Damen was learning, somewhere deep inside himself, that it had been a very foolish thing to hope.
”So,” he said, and there was unchecked bitterness in his voice. “A Patran princess? The one you so deftly ended my marriage rumours via Torveld. Or a Daughter of the Empire. You do owe Vannes, don't you?”
There would be no consummation of course, but she could buy a couple of years of power for Laurent. Here. With Damen in Ios.
“Oh,” said Laurent, and he extracted himself from the space around Damen's body. “I did not think --” Sitting up, he scrunched his eyes shut and brought one hand to his neck. “Of course. I'm sorry. Forget I asked.”
Damen ignored the burn in his shoulder to sit up, too. He was still faster and stronger than Laurent. He grabbed his arm. “What were you asking?”
“It doesn't matter.” Laurent did not seem to able to look at Damen, so he glanced across the room, to a low table and a bright gold crown.
“Laurent,” Damen said. “Continue.”
“Your father is hail and hearty now. He wants to see all you are going to accomplish. Akielos doesn't need you as I --” He paused. “They can spare you. Jokaste's child can be second in line after you. Perhaps Galenne may even produce another half-brother for you. It was one kingdom, once. If I marry, I can rule. I can learn to rule alone, of course. But I think I could rule better with you by my side.”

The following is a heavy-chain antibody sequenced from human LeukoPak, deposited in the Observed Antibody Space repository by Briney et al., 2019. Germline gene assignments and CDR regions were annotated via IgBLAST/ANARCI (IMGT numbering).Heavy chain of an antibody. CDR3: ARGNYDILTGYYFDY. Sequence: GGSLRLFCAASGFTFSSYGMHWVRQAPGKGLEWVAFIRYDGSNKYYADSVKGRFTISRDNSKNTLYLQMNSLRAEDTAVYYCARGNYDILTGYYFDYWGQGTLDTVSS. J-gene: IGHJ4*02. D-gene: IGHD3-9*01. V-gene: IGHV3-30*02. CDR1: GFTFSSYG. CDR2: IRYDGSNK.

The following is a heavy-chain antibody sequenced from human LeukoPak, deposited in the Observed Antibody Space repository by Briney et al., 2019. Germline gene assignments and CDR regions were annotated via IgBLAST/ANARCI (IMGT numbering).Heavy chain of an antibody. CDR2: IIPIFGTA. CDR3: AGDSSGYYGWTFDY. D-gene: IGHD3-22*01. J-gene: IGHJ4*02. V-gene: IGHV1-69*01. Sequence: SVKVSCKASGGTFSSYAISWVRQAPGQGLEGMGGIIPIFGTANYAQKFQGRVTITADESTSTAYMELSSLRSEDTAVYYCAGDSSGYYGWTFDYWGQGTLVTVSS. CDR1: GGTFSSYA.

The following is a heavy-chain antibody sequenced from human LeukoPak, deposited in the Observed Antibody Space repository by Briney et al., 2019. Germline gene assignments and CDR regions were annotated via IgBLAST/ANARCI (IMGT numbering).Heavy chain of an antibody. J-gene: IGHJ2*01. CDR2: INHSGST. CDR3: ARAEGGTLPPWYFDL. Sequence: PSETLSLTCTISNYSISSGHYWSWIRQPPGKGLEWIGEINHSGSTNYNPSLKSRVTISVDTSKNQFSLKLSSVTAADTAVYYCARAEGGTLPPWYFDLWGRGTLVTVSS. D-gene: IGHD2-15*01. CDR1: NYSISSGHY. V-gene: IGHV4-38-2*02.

Damen was quite speechless. In his wildest dreams, he never imagined anything like this. Not just Laurent, flushed and unsure and heartbreakingly open. But a future? He never imagined.
Damen leaned back against the pillow. “Yes,” he said.
“Are you enjoying making me sweat?” Laurent said.
“Yes,” said Damen, again. He was enjoying this now.
Laurent went across the room, open coat swishing around his thighs. “My uncle would not allow me access to all the statute books,” he said. “But...when I was younger, before I thought my life would be here as the second son and my work would be, if I was worthy, as an advisor to Auguste. They joked about sending me off as to cement international relations with another country as my mother had been sent to Arles.” He gave a little shake of of his head. “I never found it funny. I didn't want to be shackled to a princess. I read a lot of boring things about royal marriages in order to build a case to remain un-bethrothed. But I did not know about this for sure until I came back to Arles. Even as a boy I knew I would not make a strong marriage alliance.”